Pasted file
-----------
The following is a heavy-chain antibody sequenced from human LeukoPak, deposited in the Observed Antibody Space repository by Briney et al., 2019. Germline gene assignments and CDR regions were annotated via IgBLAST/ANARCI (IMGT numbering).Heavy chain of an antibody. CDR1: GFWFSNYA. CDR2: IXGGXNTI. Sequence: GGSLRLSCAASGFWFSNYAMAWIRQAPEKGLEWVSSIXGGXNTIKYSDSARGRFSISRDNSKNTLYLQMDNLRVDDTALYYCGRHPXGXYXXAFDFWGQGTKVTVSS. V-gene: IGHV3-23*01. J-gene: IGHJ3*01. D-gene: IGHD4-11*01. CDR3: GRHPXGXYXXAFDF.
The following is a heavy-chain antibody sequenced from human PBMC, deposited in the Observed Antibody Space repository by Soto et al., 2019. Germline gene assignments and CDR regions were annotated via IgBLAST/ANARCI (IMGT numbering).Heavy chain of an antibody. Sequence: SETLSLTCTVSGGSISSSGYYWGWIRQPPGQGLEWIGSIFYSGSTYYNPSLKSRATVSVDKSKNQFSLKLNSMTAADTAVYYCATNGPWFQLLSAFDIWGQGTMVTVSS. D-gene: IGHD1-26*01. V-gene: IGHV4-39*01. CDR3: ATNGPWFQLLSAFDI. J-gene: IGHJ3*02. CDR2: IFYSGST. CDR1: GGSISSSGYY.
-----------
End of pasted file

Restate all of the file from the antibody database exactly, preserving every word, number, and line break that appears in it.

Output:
The following is a heavy-chain antibody sequenced from human LeukoPak, deposited in the Observed Antibody Space repository by Briney et al., 2019. Germline gene assignments and CDR regions were annotated via IgBLAST/ANARCI (IMGT numbering).Heavy chain of an antibody. CDR1: GFWFSNYA. CDR2: IXGGXNTI. Sequence: GGSLRLSCAASGFWFSNYAMAWIRQAPEKGLEWVSSIXGGXNTIKYSDSARGRFSISRDNSKNTLYLQMDNLRVDDTALYYCGRHPXGXYXXAFDFWGQGTKVTVSS. V-gene: IGHV3-23*01. J-gene: IGHJ3*01. D-gene: IGHD4-11*01. CDR3: GRHPXGXYXXAFDF.
The following is a heavy-chain antibody sequenced from human PBMC, deposited in the Observed Antibody Space repository by Soto et al., 2019. Germline gene assignments and CDR regions were annotated via IgBLAST/ANARCI (IMGT numbering).Heavy chain of an antibody. Sequence: SETLSLTCTVSGGSISSSGYYWGWIRQPPGQGLEWIGSIFYSGSTYYNPSLKSRATVSVDKSKNQFSLKLNSMTAADTAVYYCATNGPWFQLLSAFDIWGQGTMVTVSS. D-gene: IGHD1-26*01. V-gene: IGHV4-39*01. CDR3: ATNGPWFQLLSAFDI. J-gene: IGHJ3*02. CDR2: IFYSGST. CDR1: GGSISSSGYY.